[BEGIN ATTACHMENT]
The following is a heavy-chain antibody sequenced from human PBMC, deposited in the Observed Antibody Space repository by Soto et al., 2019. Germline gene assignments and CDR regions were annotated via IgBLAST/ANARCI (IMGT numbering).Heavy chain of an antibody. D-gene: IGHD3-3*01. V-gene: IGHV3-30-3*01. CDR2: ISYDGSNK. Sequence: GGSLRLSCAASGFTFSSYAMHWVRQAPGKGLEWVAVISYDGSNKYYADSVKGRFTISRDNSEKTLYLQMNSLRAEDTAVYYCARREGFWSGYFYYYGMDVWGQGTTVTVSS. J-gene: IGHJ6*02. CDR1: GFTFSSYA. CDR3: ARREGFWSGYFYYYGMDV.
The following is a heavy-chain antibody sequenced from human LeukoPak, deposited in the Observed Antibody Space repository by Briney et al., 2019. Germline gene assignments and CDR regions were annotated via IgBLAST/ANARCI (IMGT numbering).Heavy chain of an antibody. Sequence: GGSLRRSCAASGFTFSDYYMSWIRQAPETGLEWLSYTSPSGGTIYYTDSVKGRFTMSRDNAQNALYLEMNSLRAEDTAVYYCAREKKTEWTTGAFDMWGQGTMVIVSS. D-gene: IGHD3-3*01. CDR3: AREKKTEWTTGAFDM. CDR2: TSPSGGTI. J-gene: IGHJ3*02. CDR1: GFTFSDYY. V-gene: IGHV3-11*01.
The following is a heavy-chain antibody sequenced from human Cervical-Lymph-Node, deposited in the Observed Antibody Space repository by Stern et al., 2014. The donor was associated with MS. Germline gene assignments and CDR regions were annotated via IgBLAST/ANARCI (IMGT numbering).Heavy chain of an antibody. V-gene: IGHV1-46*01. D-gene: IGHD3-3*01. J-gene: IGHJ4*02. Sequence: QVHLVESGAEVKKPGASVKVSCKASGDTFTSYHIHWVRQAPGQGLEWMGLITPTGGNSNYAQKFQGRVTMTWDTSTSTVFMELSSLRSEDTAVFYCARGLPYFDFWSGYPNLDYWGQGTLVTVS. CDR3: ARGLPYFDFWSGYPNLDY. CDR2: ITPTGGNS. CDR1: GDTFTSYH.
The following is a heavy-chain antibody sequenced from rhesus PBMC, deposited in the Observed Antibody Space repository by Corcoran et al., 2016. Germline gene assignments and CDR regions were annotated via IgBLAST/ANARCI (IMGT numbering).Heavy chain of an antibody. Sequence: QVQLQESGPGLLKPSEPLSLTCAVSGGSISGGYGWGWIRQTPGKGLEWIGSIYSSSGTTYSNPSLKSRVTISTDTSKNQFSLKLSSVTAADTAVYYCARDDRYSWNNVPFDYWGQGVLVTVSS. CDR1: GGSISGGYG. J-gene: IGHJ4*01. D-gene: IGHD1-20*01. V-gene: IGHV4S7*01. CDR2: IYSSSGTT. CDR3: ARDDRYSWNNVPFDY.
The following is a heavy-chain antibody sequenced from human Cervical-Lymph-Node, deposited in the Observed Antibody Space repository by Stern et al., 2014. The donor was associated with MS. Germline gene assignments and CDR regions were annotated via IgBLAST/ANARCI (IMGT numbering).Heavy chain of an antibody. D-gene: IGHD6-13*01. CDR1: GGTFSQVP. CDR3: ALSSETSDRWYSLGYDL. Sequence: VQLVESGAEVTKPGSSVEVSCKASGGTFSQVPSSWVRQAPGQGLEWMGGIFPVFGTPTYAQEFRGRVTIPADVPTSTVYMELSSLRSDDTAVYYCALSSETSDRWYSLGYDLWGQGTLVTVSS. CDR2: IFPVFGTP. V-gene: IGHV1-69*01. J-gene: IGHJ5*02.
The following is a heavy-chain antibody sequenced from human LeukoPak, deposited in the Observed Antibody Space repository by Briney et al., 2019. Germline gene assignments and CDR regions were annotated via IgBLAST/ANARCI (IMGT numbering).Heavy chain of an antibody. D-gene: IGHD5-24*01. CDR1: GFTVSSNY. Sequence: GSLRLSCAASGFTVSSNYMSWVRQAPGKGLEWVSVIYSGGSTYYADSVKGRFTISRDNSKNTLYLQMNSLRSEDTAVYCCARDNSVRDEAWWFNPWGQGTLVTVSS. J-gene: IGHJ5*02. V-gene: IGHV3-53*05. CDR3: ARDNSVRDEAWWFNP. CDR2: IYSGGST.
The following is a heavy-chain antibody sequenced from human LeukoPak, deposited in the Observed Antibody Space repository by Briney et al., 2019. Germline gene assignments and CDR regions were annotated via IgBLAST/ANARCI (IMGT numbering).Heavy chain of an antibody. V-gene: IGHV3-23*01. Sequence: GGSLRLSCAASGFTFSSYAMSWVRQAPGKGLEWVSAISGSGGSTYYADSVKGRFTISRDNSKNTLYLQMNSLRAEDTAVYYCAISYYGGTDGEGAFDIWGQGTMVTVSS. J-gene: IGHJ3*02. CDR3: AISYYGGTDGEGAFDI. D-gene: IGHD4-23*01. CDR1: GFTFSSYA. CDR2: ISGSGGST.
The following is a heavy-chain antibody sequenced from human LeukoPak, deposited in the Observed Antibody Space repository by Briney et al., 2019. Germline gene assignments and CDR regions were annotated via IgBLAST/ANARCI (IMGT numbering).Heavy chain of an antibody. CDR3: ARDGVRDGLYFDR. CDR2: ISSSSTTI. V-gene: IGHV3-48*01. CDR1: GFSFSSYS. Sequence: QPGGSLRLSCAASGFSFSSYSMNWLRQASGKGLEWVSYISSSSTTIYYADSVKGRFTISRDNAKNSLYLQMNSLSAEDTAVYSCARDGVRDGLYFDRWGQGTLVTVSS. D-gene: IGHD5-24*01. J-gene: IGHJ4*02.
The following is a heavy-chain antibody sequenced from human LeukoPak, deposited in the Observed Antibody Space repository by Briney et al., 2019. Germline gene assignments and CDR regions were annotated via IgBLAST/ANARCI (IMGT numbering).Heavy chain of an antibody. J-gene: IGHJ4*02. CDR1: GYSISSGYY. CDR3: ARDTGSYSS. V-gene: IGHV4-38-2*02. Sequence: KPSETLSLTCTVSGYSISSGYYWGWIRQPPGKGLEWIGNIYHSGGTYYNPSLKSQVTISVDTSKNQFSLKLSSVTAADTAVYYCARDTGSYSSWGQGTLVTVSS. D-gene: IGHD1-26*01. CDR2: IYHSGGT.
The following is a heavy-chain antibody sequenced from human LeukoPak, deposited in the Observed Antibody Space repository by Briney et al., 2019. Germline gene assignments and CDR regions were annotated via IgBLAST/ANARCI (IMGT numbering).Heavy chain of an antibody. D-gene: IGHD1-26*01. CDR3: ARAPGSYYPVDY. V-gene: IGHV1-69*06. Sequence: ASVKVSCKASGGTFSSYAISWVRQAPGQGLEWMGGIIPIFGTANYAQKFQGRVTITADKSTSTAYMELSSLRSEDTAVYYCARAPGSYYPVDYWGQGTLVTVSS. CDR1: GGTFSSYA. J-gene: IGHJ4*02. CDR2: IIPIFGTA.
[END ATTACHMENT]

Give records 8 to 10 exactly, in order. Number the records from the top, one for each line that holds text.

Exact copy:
The following is a heavy-chain antibody sequenced from human LeukoPak, deposited in the Observed Antibody Space repository by Briney et al., 2019. Germline gene assignments and CDR regions were annotated via IgBLAST/ANARCI (IMGT numbering).Heavy chain of an antibody. CDR3: ARDGVRDGLYFDR. CDR2: ISSSSTTI. V-gene: IGHV3-48*01. CDR1: GFSFSSYS. Sequence: QPGGSLRLSCAASGFSFSSYSMNWLRQASGKGLEWVSYISSSSTTIYYADSVKGRFTISRDNAKNSLYLQMNSLSAEDTAVYSCARDGVRDGLYFDRWGQGTLVTVSS. D-gene: IGHD5-24*01. J-gene: IGHJ4*02.
The following is a heavy-chain antibody sequenced from human LeukoPak, deposited in the Observed Antibody Space repository by Briney et al., 2019. Germline gene assignments and CDR regions were annotated via IgBLAST/ANARCI (IMGT numbering).Heavy chain of an antibody. J-gene: IGHJ4*02. CDR1: GYSISSGYY. CDR3: ARDTGSYSS. V-gene: IGHV4-38-2*02. Sequence: KPSETLSLTCTVSGYSISSGYYWGWIRQPPGKGLEWIGNIYHSGGTYYNPSLKSQVTISVDTSKNQFSLKLSSVTAADTAVYYCARDTGSYSSWGQGTLVTVSS. D-gene: IGHD1-26*01. CDR2: IYHSGGT.
The following is a heavy-chain antibody sequenced from human LeukoPak, deposited in the Observed Antibody Space repository by Briney et al., 2019. Germline gene assignments and CDR regions were annotated via IgBLAST/ANARCI (IMGT numbering).Heavy chain of an antibody. D-gene: IGHD1-26*01. CDR3: ARAPGSYYPVDY. V-gene: IGHV1-69*06. Sequence: ASVKVSCKASGGTFSSYAISWVRQAPGQGLEWMGGIIPIFGTANYAQKFQGRVTITADKSTSTAYMELSSLRSEDTAVYYCARAPGSYYPVDYWGQGTLVTVSS. CDR1: GGTFSSYA. J-gene: IGHJ4*02. CDR2: IIPIFGTA.